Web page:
The motions to dismiss, of course, admit alleged facts well pleaded, but do not admit alleged conclusions of law or conclusions of fact unsupported by allegations of specific facts upon which such conclusions rest: Triangle Sign Co. v. Randolph & State Property Inc. (1957) 16 Ill. App.2d 21, 147 N.E.2d 451.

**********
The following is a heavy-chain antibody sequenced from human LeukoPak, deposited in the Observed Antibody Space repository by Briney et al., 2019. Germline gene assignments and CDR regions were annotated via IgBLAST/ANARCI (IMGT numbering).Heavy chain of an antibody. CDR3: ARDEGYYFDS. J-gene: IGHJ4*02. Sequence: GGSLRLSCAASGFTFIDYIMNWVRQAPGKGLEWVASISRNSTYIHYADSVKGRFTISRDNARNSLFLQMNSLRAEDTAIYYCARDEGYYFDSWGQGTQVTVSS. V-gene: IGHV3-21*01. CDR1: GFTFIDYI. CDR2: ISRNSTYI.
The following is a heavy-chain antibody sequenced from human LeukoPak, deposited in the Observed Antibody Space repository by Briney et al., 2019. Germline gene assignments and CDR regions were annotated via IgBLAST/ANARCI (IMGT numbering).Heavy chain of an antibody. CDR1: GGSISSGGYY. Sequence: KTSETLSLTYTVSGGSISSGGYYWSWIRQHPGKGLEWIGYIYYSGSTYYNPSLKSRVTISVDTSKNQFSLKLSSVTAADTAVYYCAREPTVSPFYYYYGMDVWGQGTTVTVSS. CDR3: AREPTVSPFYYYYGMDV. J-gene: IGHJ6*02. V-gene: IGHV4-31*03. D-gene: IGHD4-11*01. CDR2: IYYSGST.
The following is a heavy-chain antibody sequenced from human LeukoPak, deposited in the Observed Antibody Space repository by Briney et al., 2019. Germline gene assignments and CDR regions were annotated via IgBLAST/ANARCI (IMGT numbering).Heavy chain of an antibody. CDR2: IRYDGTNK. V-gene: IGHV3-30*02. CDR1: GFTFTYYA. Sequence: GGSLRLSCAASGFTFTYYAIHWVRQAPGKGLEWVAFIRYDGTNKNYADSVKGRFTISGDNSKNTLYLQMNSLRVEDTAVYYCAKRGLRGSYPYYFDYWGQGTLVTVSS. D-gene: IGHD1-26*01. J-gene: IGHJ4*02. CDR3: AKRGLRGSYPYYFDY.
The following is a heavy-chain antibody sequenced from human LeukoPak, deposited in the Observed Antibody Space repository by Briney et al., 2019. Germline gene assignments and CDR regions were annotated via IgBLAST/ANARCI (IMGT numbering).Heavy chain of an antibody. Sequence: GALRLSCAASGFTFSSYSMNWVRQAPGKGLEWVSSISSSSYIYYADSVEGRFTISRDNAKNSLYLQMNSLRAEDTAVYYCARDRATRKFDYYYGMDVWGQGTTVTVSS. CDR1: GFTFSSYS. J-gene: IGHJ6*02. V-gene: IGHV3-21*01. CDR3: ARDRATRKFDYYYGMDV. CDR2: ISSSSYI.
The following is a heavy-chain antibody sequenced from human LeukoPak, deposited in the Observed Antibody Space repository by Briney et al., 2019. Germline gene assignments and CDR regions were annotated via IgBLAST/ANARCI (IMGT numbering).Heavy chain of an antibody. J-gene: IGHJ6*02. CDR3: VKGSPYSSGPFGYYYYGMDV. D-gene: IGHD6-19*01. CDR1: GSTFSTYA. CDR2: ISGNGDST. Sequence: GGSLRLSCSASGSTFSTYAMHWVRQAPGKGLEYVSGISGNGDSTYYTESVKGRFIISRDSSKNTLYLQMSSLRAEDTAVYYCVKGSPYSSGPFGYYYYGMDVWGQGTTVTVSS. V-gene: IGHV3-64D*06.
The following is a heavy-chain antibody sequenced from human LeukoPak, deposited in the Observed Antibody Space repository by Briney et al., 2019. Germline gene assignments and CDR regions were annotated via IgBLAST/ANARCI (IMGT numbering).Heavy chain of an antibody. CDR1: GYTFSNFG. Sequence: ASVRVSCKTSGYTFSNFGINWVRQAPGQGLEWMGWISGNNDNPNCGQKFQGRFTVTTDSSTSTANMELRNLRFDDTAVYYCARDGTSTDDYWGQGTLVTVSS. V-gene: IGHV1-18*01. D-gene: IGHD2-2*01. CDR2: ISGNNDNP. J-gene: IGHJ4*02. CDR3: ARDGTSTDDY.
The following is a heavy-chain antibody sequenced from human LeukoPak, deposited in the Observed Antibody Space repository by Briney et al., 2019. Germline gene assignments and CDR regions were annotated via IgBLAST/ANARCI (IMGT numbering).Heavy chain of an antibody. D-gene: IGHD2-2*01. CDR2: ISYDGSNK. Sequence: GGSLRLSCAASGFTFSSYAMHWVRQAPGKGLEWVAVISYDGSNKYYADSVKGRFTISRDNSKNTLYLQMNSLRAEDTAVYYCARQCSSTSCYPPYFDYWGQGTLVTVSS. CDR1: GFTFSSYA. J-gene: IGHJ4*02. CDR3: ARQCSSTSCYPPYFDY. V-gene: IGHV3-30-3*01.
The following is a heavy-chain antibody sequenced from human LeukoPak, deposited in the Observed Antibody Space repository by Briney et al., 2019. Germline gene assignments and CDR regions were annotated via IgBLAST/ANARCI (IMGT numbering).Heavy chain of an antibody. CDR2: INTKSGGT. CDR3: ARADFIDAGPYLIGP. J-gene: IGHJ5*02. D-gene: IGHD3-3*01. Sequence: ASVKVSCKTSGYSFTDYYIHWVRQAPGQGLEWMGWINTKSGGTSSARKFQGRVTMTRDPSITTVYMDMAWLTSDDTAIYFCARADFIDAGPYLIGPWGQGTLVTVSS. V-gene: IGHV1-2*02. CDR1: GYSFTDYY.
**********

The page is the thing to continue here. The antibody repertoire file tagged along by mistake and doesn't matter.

[2-6] It is a cardinal rule of construction of wills that the intention of the testator shall be ascertained from all that is contained within the four corners of the will, from a consideration of the entire will, and when ascertained shall be given effect unless it contravenes some well established principle of law: Bennett v. Bennett (1905) 217 Ill. 434, 75 N.E. 339. The object of construction of a will is to ascertain the intention of the testator as expressed in the words of the will, and the presumption of law is that a testator intends to dispose of all his property: Hoffner v. Custer (1908) 237 Ill. 64, 86 N.E. 739. The law favors the vesting of estates rather than that they be held to be contingent; and when a will is susceptible of either of two constructions without doing violence to the intention of the testator as disclosed by the instrument, one of which constructions would render the instrument void and the other of which constructions would render it valid, that construction should be and will be adopted which will enforce the will as a valid instrument, and not that which would defeat its ...